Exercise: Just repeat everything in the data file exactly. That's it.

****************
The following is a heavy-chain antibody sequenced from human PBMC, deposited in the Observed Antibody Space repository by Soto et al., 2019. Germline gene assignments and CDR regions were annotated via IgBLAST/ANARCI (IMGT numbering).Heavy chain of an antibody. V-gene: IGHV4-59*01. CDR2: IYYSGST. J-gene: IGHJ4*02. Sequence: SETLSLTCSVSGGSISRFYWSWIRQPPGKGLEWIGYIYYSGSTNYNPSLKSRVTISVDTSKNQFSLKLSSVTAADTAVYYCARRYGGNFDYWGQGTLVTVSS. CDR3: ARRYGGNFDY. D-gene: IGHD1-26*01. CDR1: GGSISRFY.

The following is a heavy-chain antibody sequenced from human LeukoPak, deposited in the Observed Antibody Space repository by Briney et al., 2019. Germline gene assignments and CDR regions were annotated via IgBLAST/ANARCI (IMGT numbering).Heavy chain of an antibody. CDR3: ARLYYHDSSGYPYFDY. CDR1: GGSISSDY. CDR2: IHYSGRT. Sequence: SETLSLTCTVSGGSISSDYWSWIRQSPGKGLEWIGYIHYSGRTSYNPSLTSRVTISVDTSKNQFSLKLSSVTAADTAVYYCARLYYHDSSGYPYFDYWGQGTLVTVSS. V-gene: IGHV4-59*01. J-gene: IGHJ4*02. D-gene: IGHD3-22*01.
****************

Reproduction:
The following is a heavy-chain antibody sequenced from human PBMC, deposited in the Observed Antibody Space repository by Soto et al., 2019. Germline gene assignments and CDR regions were annotated via IgBLAST/ANARCI (IMGT numbering).Heavy chain of an antibody. V-gene: IGHV4-59*01. CDR2: IYYSGST. J-gene: IGHJ4*02. Sequence: SETLSLTCSVSGGSISRFYWSWIRQPPGKGLEWIGYIYYSGSTNYNPSLKSRVTISVDTSKNQFSLKLSSVTAADTAVYYCARRYGGNFDYWGQGTLVTVSS. CDR3: ARRYGGNFDY. D-gene: IGHD1-26*01. CDR1: GGSISRFY.

The following is a heavy-chain antibody sequenced from human LeukoPak, deposited in the Observed Antibody Space repository by Briney et al., 2019. Germline gene assignments and CDR regions were annotated via IgBLAST/ANARCI (IMGT numbering).Heavy chain of an antibody. CDR3: ARLYYHDSSGYPYFDY. CDR1: GGSISSDY. CDR2: IHYSGRT. Sequence: SETLSLTCTVSGGSISSDYWSWIRQSPGKGLEWIGYIHYSGRTSYNPSLTSRVTISVDTSKNQFSLKLSSVTAADTAVYYCARLYYHDSSGYPYFDYWGQGTLVTVSS. V-gene: IGHV4-59*01. J-gene: IGHJ4*02. D-gene: IGHD3-22*01.